This is a separate journal entry on my full day in Brooklyn, New York.
Bushwick Street Art Tour
The morning started out pretty slow. As I arrived in Bushwick after a 40-minute train ride, I got myself a cream cheese bagel a block away from our meet-up spot. We were greeted by our guide, a very relaxed, pale-faced Mar, who casually checked for attendance before signaling to walk.
Mar then began to explain the norms of street art. We examined graffiti pieces, particularly unassuming bubble letters–the type we see everywhere–in which we often dismiss as vandalism and mindlessly leave it in the background. My understanding of street art deepened as he went further.
The culture of street art: you are well known off your name. Your label as an artist is vital in creating a reputation. You have to come up with a logo, a trademark, which other street artists remember you by. You stylize it, you can make it reminiscent of something, or it could just be a twist on your real name. If you find yourself in new territory, you have to know who runs the neighborhood, and show some respect, as if there were an unwritten code of ethics you should be aware of. You don’t just go bouncing off, spraying on walls. You earn your right. You can join a crew, too, and participate in spray-over wars–the equivalent of fist fights–where tension is escalated by marking an ‘X’ over another’s work.
In terms of style, you’ve got pretty much everything. In the same way art isn’t limited to just pen and paper, street art isn’t limited to just a wall and paint. Artists go as far as sticking pictures then painting on them, or placing frames made of tissue or wood, or glueing a pair of shoes onto the pavement as an installation, or bending wires to hang on electric cables. You’ve got fonts, colors, intricate details symbolic of different cultures. One person’s trash may be another person’s treasure. The possibilities are endless, and when one took the slow time to walk through the streets of Bushwick and pay attention to his surroundings, he’ll find that there is a creative piece in almost every corner.
Purpose behind making these artworks are varied: it could be as personal as paying tribute to a deceased legend, to extremely political such as anti-Trump propaganda. It could also just be an expression the day’s mood. It could be anything. The key to experiencing art is not to try to get behind it. At times we don’t see the message because our biases prevent us from fully opening our minds to the experience, and it is only when we suspend them and completely attend to the work in front of us do we begin to appreciate it.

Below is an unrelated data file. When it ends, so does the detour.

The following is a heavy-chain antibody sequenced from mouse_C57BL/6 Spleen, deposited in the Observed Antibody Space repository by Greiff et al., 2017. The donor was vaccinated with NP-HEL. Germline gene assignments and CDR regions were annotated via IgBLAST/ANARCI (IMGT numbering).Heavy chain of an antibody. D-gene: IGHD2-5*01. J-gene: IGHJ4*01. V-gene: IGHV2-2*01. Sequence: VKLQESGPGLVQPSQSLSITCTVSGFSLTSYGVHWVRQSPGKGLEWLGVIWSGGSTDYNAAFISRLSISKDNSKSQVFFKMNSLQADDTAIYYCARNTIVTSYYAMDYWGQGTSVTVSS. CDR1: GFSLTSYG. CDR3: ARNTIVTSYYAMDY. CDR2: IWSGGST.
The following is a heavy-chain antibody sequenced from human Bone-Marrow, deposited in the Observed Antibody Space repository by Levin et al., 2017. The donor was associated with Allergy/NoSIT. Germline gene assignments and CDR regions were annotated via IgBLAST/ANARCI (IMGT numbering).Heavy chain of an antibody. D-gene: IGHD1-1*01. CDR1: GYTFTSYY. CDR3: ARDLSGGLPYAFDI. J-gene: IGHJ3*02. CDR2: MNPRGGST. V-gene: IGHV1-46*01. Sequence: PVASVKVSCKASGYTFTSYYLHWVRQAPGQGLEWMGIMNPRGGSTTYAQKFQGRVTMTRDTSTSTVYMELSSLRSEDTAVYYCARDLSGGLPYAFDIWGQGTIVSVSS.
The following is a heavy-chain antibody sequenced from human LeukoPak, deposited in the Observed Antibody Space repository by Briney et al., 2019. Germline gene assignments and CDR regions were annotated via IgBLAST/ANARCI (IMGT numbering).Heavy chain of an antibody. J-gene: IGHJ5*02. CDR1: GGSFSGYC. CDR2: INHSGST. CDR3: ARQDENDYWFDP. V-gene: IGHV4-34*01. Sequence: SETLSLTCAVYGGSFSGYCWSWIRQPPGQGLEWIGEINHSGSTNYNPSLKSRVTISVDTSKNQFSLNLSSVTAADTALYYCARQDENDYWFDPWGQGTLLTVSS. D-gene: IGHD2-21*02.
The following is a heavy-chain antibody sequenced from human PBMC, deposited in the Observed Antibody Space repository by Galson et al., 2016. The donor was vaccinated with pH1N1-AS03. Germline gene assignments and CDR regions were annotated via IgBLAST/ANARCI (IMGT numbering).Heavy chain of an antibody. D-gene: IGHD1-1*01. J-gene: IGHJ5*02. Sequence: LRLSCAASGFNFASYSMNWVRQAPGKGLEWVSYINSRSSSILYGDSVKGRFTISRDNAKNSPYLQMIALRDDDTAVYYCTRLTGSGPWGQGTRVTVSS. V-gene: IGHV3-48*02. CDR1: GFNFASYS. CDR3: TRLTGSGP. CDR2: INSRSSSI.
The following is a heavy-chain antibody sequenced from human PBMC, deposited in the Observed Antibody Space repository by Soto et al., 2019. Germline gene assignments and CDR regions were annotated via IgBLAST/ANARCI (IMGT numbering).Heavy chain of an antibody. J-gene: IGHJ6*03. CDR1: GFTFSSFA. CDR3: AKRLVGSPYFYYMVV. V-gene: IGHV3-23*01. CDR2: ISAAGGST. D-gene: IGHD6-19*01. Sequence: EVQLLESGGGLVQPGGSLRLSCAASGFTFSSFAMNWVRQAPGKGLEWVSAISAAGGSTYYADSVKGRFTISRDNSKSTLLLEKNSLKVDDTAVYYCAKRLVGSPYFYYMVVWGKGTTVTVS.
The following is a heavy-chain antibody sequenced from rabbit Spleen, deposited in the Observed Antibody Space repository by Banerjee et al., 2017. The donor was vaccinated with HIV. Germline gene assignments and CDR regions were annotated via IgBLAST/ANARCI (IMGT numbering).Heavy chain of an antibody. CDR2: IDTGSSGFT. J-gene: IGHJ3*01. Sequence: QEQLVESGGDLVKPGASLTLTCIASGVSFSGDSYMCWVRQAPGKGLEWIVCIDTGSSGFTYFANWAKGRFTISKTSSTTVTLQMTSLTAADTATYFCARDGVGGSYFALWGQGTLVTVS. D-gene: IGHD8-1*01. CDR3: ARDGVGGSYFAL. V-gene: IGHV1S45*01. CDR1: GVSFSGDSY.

Not all the locals are for graffiti. Even in a colorful town such as Brooklyn, there are areas where painting on walls are completely forbidden, at times merely tolerated. Majority of the community, however, show their support, as small businesses commission artists, building owners lend excess space, and residents open up their bodegas for artful consumption. They even host events such as the Bushwick Collective, in which artists paint over each other’s work to convey powerful messages through collaborative aesthetic expression. It is followed by a block party, which aims to build community.
Graffiti is an art form because it is a platform for people to write a message that is universal. It is another way of communicating, of deeply impressing a thought upon one’s soul. I then understood why people are so drawn and create a lifestyle around it, because it is through which they not only make sense of the world, but belong in it, as well.
After the hours-long walk, I opted for lunch at Sea Wolf.
Bedford Avenue & Martha’s Bakery
What I did next was to stroll along the famously hippie Bedford Avenue, lined up with vintage stores and artisan establishments, which were similar to Greenwich Village and Haight Street in SF. I walked into Martha’s Bakery for coffee and cupcakes before heading back.
Part of my day in Brooklyn was spent in Dumbo, commonly referred to as the Silicon Valley of the East Coast, where internet start-ups such as Etsy put up shop. It was unfortunately labor-day weekend when I went hence I didn’t get to experience the hustle of the town. That didn’t keep the restaurants and quirky cafes out of business, though. I can’t help but commend the local business owners for their effort in curating the look and feel of their establishment.
So my cycling was a little rusty. I’d just spent $10 on a supposed 24-hr bike rental only to push the thing around for 20 minutes. Might as well use it as an accessory. Thank you to the fellow tourist who took my photo and thank you, Brooklyn, for being apathetic to my pathetic.
I spent some time at the park under the bridge to rest because my legs were beat. I took it as a fine opportunity to people-watch and eavesdrop on conversations (because that is what respectful human beings do). It was one of the few times I was jealous that I wasn’t a local though, and that I didn’t have company to share that lovely afternoon with, because the breeze, the sun, and the view were sublime.
Chicago on Broadway
I think I know why this play is a long-running classic. The energy of the actors was electric. The theatrics were phenomenal. Everyone did their faces well. The scenes had interesting, humorous nuances. The color, the eclectic minds, the references, the costumes, the historical representation of old Hollywood and the pictured, once-glamorous state of Chicago.